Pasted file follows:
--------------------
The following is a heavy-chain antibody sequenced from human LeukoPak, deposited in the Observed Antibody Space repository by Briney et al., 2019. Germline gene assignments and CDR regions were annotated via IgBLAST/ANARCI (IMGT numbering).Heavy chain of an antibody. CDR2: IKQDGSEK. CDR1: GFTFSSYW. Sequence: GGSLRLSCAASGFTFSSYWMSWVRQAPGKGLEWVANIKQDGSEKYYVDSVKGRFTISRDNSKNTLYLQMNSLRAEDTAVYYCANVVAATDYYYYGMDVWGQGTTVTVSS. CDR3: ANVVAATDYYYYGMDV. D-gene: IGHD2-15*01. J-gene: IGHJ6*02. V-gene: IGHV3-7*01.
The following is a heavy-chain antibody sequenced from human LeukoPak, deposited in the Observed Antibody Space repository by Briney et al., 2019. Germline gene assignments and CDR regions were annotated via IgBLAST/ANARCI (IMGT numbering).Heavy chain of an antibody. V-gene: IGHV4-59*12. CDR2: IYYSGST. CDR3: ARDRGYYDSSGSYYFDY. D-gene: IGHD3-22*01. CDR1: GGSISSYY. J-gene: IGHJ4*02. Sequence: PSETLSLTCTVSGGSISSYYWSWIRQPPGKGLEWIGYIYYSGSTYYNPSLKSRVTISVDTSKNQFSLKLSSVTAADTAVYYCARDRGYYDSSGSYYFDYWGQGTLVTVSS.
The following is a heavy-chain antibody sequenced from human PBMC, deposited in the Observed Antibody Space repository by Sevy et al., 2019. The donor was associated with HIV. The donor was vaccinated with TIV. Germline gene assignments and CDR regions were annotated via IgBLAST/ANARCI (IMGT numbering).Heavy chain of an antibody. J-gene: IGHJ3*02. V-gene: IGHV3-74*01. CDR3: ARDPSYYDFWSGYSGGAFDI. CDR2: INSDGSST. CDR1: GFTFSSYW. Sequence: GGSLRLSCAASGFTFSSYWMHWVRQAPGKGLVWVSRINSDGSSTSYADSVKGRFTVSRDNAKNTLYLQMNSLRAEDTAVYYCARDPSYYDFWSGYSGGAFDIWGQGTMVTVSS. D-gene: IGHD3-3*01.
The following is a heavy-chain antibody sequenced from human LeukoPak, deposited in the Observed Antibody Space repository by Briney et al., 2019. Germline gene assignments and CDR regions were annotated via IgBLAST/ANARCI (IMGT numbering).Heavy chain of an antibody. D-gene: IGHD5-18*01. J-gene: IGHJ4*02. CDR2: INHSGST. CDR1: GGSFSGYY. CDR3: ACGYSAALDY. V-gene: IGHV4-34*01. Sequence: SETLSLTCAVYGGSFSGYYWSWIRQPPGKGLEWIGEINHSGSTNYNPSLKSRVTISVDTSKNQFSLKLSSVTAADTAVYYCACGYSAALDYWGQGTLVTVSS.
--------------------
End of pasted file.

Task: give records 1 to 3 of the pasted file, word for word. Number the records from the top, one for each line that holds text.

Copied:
The following is a heavy-chain antibody sequenced from human LeukoPak, deposited in the Observed Antibody Space repository by Briney et al., 2019. Germline gene assignments and CDR regions were annotated via IgBLAST/ANARCI (IMGT numbering).Heavy chain of an antibody. CDR2: IKQDGSEK. CDR1: GFTFSSYW. Sequence: GGSLRLSCAASGFTFSSYWMSWVRQAPGKGLEWVANIKQDGSEKYYVDSVKGRFTISRDNSKNTLYLQMNSLRAEDTAVYYCANVVAATDYYYYGMDVWGQGTTVTVSS. CDR3: ANVVAATDYYYYGMDV. D-gene: IGHD2-15*01. J-gene: IGHJ6*02. V-gene: IGHV3-7*01.
The following is a heavy-chain antibody sequenced from human LeukoPak, deposited in the Observed Antibody Space repository by Briney et al., 2019. Germline gene assignments and CDR regions were annotated via IgBLAST/ANARCI (IMGT numbering).Heavy chain of an antibody. V-gene: IGHV4-59*12. CDR2: IYYSGST. CDR3: ARDRGYYDSSGSYYFDY. D-gene: IGHD3-22*01. CDR1: GGSISSYY. J-gene: IGHJ4*02. Sequence: PSETLSLTCTVSGGSISSYYWSWIRQPPGKGLEWIGYIYYSGSTYYNPSLKSRVTISVDTSKNQFSLKLSSVTAADTAVYYCARDRGYYDSSGSYYFDYWGQGTLVTVSS.
The following is a heavy-chain antibody sequenced from human PBMC, deposited in the Observed Antibody Space repository by Sevy et al., 2019. The donor was associated with HIV. The donor was vaccinated with TIV. Germline gene assignments and CDR regions were annotated via IgBLAST/ANARCI (IMGT numbering).Heavy chain of an antibody. J-gene: IGHJ3*02. V-gene: IGHV3-74*01. CDR3: ARDPSYYDFWSGYSGGAFDI. CDR2: INSDGSST. CDR1: GFTFSSYW. Sequence: GGSLRLSCAASGFTFSSYWMHWVRQAPGKGLVWVSRINSDGSSTSYADSVKGRFTVSRDNAKNTLYLQMNSLRAEDTAVYYCARDPSYYDFWSGYSGGAFDIWGQGTMVTVSS. D-gene: IGHD3-3*01.